The Genesis of Science: The Story of Greek Imagination


Historians often look to ancient Greece as the wellspring of Western civilization. Perhaps the most ingenious achievement of the Hellenic mind was the early development of the sciences. The names we give to science’s many branches today—from physics and chemistry to mathematics, biology, and psychology—echo the Greek words that were first used to define these disciplines in ancient times and remain a testament to the groundbreaking discoveries of these pioneering thinkers. What was it about the Greeks, as opposed...
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Historians often look to ancient Greece as the wellspring of Western civilization. Perhaps the most ingenious achievement of the Hellenic mind was the early development of the sciences. The names we give to science’s many branches today—from physics and chemistry to mathematics, biology, and psychology—echo the Greek words that were first used to define these disciplines in ancient times and remain a testament to the groundbreaking discoveries of these pioneering thinkers. What was it about the Greeks, as opposed to the far older civilizations of Egypt, Mesopotamia, India, and China, that gave rise to the uniquely Western, scientific mindset? This author explores this intriguing question in this authoritative yet accessible and eloquently told story about the origins of science. Going beyond individual Greek discoveries in the various branches of science, Bertman emphasizes why these early investigators were able to achieve what they did. Among the exceptional characteristics of Greek culture that created the seedbed for early science were:
• the Greek emphasis on rationalism—a conviction that human reason could successfully unravel the mysteries of nature and make sense of the cosmos
• an early form of humanism—a pride and confidence in human potential despite the frailty and brief tenure of individual lives
• the drive to excel in every arena from the battlefield to the Olympic games and arts competitions
• an insatiable curiosity that sought understanding of both human nature and the world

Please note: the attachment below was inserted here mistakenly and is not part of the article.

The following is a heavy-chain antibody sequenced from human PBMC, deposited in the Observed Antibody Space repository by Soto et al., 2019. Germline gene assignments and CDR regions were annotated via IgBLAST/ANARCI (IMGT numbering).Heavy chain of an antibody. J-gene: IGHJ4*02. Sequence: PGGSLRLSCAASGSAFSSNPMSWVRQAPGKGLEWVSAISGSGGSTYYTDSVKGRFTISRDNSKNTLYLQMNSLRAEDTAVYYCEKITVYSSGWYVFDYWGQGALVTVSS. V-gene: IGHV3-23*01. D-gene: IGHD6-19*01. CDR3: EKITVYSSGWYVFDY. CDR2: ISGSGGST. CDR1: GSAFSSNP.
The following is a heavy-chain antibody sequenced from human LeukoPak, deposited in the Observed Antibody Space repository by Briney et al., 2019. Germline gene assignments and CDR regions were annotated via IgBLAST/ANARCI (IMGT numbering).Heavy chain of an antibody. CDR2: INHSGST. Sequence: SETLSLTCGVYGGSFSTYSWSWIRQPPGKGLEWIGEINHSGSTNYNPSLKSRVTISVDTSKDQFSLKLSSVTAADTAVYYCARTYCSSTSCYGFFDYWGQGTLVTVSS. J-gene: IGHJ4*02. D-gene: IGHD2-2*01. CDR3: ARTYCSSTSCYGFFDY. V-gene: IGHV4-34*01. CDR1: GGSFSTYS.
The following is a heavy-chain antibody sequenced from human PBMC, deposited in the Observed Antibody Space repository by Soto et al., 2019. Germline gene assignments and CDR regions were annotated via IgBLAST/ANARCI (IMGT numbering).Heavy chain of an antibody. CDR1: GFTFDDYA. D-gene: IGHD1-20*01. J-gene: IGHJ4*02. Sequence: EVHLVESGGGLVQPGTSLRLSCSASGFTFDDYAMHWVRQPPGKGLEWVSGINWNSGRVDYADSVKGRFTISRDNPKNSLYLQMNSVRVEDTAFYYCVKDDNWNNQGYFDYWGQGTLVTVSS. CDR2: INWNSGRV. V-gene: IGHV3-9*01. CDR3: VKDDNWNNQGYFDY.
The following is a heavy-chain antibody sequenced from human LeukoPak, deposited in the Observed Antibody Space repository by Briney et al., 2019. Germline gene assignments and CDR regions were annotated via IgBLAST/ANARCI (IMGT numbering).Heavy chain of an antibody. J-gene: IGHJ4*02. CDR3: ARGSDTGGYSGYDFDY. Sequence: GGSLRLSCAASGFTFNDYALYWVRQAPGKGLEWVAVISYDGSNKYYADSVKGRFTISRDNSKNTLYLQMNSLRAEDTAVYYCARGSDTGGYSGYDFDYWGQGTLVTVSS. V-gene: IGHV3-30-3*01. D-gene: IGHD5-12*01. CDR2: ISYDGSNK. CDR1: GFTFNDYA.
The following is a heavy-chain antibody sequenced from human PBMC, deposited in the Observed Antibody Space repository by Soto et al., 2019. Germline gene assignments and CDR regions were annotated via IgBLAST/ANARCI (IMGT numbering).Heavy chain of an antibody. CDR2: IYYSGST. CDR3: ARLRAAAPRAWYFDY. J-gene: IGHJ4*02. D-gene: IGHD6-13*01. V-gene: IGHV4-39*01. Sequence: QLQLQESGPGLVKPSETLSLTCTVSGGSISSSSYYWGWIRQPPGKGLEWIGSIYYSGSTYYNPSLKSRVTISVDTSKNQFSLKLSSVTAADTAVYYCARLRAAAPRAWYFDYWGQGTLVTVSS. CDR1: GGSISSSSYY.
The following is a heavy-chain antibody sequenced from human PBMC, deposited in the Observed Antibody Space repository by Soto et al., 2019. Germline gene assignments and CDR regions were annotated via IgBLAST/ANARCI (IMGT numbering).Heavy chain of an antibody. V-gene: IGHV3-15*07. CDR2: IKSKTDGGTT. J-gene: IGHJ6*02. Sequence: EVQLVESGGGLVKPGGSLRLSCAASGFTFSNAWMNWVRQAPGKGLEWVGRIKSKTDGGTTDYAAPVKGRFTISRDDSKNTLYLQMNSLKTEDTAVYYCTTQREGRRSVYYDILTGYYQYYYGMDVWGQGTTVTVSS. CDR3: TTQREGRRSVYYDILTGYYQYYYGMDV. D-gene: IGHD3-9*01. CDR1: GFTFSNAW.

• a fierce love of freedom and individualism that promoted freedom of thought—the prelude to science.
Focusing on ten different branches of science, the author shows why the Greeks gravitated to each specialty and explains the fascinating theories they developed, the brilliant experiments they performed, and the practical applications of their discoveries. He concludes by recounting how these early insights and achievements—transmitted over the course of two thousand years—have shaped the scientific attitude that is the hallmark of today’s world. This lively narrative captures the Greek genius and demonstrates the indelible influence of their discoveries on modern science and technology.
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Editorial Reviews

Publishers Weekly
Classicist Bertman (Doorway Through Time) examines the scientific legacy of ancient civilizations with an emphasis on Greece. Bertman catalogues an impressive set of Greek scientific firsts, and he does so by straightforwardly organizing the science into optics, acoustics, mechanics, biology, chemistry, astronomy, medicine, meteorology, psychology, and geography. There are many familiar names (Euclid, Pythagoras, Aristotle), with familiar stories attached; Archimedes’ “Eureka” moment is particularly well told. There are unfamiliar names, too: alchemist Maria the Jewess, who invented “perhaps the first still in history”; mapmaker Anaximander; and Eratosthenes, who around 200 B.C.E. calculated with surprising accuracy the polar circumference of the earth. Bertman explains the cultural reasons for the Greeks’ remarkable scientific accomplishments in a fairly cursory fashion as resting on their belief in an ordered universe, whose rules “can be discovered by the human mind,” and a “compulsion to see and understand....” He adds a deep belief in rationalism, humanism, and a desire to excel at all things as additional driving forces. Bertman is an unabashed admirer of the ancient Greeks, and his depiction of their scientific accomplishments gives readers a reason to share his admiration. Illus. (Oct.)